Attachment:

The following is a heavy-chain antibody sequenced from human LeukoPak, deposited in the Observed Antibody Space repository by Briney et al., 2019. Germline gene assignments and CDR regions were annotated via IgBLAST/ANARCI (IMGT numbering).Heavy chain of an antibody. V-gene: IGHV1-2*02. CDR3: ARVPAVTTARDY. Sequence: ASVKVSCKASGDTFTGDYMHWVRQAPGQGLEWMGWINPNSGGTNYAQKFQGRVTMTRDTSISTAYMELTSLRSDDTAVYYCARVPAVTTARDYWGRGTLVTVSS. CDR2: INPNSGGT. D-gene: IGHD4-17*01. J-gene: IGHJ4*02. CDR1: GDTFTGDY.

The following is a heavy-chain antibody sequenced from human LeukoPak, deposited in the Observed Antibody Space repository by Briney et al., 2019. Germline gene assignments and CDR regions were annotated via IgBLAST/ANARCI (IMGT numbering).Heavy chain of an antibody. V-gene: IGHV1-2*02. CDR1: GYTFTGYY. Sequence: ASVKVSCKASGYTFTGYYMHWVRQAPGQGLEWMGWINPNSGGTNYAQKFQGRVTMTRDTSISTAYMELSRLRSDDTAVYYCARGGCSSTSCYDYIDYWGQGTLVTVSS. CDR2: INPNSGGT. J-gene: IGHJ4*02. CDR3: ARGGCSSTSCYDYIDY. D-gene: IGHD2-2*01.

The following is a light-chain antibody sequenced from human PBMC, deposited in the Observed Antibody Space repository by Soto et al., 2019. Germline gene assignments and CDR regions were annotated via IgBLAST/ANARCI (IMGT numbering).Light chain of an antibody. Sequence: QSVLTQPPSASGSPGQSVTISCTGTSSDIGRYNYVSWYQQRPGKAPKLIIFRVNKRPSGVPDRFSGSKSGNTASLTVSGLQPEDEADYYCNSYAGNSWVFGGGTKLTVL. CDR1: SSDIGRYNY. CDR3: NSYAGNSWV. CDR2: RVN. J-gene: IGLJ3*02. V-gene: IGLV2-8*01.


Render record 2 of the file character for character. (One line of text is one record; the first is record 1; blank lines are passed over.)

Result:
The following is a heavy-chain antibody sequenced from human LeukoPak, deposited in the Observed Antibody Space repository by Briney et al., 2019. Germline gene assignments and CDR regions were annotated via IgBLAST/ANARCI (IMGT numbering).Heavy chain of an antibody. V-gene: IGHV1-2*02. CDR1: GYTFTGYY. Sequence: ASVKVSCKASGYTFTGYYMHWVRQAPGQGLEWMGWINPNSGGTNYAQKFQGRVTMTRDTSISTAYMELSRLRSDDTAVYYCARGGCSSTSCYDYIDYWGQGTLVTVSS. CDR2: INPNSGGT. J-gene: IGHJ4*02. CDR3: ARGGCSSTSCYDYIDY. D-gene: IGHD2-2*01.